The Ministerial Committee for Legislative Affairs on Sunday approved a motion barring the marking of Nakba Day.
"Nakba", or "catastrophe", is the term used to refer to the refugee flight of Palestinian Arabs that followed Israel's inception in 1948.
According to the motion, brought before the committee by Knesset Member Alex Miller (Yisrael Beiteinu), all public events which refer to the establishment of the State of Israel as a calamity will be prohibited by law.
Any infringement on the law would be punishable by up to three years in jail.
Miller's motion followed the violent events which took place during Nakba Day in 2008. It was initially brought before the committee during the last Knesset, but was put aside when the Knesset dispersed and new general elections were called.
"This is the first step in stopping the organized incitement by the Islamist Movement. Every democratic county has the right to defend itself and this is exactly what the State of Israel has chosen to do," Miller said.
Minister Michael Eitan (Likud), who voted against the motion, said that the motion "plays into the hands of our enemies… it will not be able to bar anything. The State of Israel has to be certain of its ability to fight against those who wish to ruin it, not by means of reducing freedom of speech, but by holding on to our beliefs. One has to remembers that the law already makes provision against incitement."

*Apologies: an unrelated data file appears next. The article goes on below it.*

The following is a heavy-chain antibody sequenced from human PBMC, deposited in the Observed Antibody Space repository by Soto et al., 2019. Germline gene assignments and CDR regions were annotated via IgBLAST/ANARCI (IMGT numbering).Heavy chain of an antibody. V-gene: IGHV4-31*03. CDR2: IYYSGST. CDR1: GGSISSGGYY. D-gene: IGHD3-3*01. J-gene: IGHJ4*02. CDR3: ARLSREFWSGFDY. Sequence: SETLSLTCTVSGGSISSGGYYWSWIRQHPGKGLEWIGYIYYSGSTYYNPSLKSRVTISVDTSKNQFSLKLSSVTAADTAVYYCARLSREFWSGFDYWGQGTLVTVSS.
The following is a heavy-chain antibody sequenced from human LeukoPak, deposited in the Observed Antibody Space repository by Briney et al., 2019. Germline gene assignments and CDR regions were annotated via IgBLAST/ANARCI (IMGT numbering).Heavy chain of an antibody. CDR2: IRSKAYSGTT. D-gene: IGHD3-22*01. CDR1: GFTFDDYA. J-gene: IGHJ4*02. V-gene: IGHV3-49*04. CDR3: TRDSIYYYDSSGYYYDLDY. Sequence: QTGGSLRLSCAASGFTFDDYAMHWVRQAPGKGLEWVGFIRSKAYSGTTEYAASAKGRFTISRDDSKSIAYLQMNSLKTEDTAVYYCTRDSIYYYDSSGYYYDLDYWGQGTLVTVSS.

Balad Chairman Jamal Zahalka called the motion "crazy": "This is a crazy law by a crazy government. Passing a law that bans grief and mourning is an international precedent and an Israeli invention which indicates (moral) bankruptcy. We will find way to mark Nakba Day in spite of Netanyahu and Lieberman's insane government."
MK Afu Aghbaria (Hadash) slammed the motion as well: This suggesting is reminiscent of a Third Reich law. The Israeli government has declared a jihad on the Arab community and is slowly turning Israel to an apartheid state. I will not be surprised if the Netanyahu-Lieberman government will impose other restrictions on its Arab citizens, like barring the use of the Arabic language."
The motion will be put before the Knesset for a first reading next week. Should the Knesset decide to mature it into a bill, it would be referred back to the legislation committee for further drafting.
Sharon Roffe-Ofir contributed to this report